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Traffickers

NEWS
March 21, 1986 | United Press International
Mayor Edward I. Koch wants President Reagan to pull $100 bills out of circulation because the notes are "the backbone currency of drug traffickers." In a letter to Reagan dated Wednesday, Koch recommended that all $100 bills be eliminated and that a redemption program for the currency be set up. The redemption program proposed by Koch would require those who turn in more than $10,000 in $100 bills to explain how they acquired the currency.
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WORLD
May 5, 2010 | By Tracy Wilkinson, Los Angeles Times
The Almanzas slowed down as they drove their black pickup past what they believed to be an army checkpoint in violent northeastern Mexico. They rolled down their windows, they say, so the soldiers could see they were a family. But the masked men in uniform instead opened fire, and two Almanza children, aged 9 and 5, were killed. Fifteen days earlier and just 100 miles away, two promising university students were killed at the gates of their school during an army battle with drug traffickers.
WORLD
August 9, 2013 | By Tracy Wilkinson
MEXICO CITY -- The former boss of slain DEA agent Enrique “Kiki” Camarena says the 1985 killing was a game changer, both in how the U.S. worked with Mexico on narcotics enforcement and how the traffickers themselves operated. James Kuykendall, who served as resident agent in charge in the Drug Enforcement Administration's office in Guadalajara in the 1980s, recalled Camarena's slaying after learning that the drug lord convicted in the crime was freed from prison Friday on a technicality.
NEWS
September 24, 1989 | From Associated Press
Two captured men have confessed to killing a popular presidential candidate, the army says, and a congressional leader said he was contacted by Colombia's two most notorious drug lords with a new offer to negotiate. Bogota's half a dozen daily newspapers quoted an army general Saturday as saying the army now knows who hired the alleged assassins of Sen. Luis Carlos Galan, whose Aug. 18 killing led the government to declare war on drug traffickers. But Gen.
CALIFORNIA | LOCAL
May 5, 2001
Peter H. Smith's "In the Grip of Drug War Logic, an 'Isolated Incident' Isn't" (Opinion, April 29) seemed to be on track until he suggested that the drug war's proponents simply need to regroup. If the "U.S. government should give top priority to the reduction of demand," what form should such efforts take? More government-approved sitcom scripts on network television? The demonization of cash--another one of Smith's suggestions--has already led to the seizure of assets belonging to innocent people here in the U.S., many of whom have to fight to get back what rightfully belongs to them.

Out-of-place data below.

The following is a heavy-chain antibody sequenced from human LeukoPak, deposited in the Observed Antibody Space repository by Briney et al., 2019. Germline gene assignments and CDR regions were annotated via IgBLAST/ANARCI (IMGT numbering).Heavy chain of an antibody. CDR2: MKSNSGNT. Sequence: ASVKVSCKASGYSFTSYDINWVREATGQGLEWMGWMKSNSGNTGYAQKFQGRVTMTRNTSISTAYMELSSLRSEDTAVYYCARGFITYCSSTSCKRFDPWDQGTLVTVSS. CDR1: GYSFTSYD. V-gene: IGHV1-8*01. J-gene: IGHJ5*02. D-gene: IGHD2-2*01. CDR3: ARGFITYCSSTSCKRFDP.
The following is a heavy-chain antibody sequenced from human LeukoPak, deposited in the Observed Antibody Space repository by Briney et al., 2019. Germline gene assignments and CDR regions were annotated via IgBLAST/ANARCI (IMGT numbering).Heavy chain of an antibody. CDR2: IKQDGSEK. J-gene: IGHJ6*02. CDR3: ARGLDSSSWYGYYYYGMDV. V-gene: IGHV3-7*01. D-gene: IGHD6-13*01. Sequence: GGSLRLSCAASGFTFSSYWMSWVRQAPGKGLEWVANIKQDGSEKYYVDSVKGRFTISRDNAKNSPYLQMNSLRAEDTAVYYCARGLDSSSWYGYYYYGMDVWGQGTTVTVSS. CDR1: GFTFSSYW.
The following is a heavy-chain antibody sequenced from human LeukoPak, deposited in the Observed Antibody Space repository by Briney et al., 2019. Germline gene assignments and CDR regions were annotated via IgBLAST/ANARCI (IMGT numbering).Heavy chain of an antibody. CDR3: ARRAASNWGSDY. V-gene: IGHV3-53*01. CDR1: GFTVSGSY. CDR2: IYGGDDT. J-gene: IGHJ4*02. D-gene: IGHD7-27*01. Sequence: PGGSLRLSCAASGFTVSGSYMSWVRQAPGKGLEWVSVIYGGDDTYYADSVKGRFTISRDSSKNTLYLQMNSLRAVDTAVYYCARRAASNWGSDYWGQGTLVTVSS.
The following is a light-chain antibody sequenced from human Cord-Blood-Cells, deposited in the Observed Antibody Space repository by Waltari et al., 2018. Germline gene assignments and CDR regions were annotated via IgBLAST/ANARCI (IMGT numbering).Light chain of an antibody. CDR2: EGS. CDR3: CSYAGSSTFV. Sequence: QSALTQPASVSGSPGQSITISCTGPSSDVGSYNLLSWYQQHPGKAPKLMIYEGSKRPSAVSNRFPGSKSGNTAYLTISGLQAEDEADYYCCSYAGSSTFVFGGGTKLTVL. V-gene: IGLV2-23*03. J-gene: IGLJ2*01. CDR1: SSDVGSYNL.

WORLD
July 3, 2010 | By Tracy Wilkinson and Ken Ellingwood, Los Angeles Times
Fifteen years ago, Sinaloa state's moneyed elite wouldn't give Jesus Vizcarra the time of day. His murky past and reputed personal ties to major drug traffickers kept him out of the top social clubs and business associations. Today the same power brokers who once shunned him are Vizcarra's enthusiastic backers as he emerges as the solid favorite to become governor of the key state. To critics, Vizcarra's election on Sunday would be the culmination of a steady penetration by narcotics traffickers into Mexican political power.
NEWS
October 11, 2009 | Mike Melia, Melia writes for the Associated Press
With a stucco mansion in the hills outside San Juan and four luxury cars, including a Corvette, Wilfredo Rodriguez lived well for a part-time worker on an airport ground crew. U.S. prosecutors say Rodriguez, who wrapped cargo in plastic for American Airlines, built his fortune over the last decade by smuggling drugs aboard commercial flights -- one small slice of the hundreds of tons of South American cocaine that flow through Puerto Rico to the U.S. mainland each year. His arrest last month highlights the challenges for law enforcement authorities on this U.S. Caribbean territory, as traffickers flood the island with drug money and make it one of the most violent places under the American flag.
NEWS
April 16, 1989 | JOSE KATIGBAK, Reuters
As airliners begin the descent to Changi Airport, cabin loudspeakers warn passengers of "severe penalties for drug offenses in Singapore." To make sure the message gets across, visitors must fill out landing cards that warn in bold red letters: "Death for Drug Traffickers Under Singapore Law." Death by hanging is mandatory here on conviction of trading in more than half an ounce of heroin or more than an ounce of morphine. Since capital punishment for drug trafficking was introduced in 1975, 20 people, including 11 foreigners, have been hanged.
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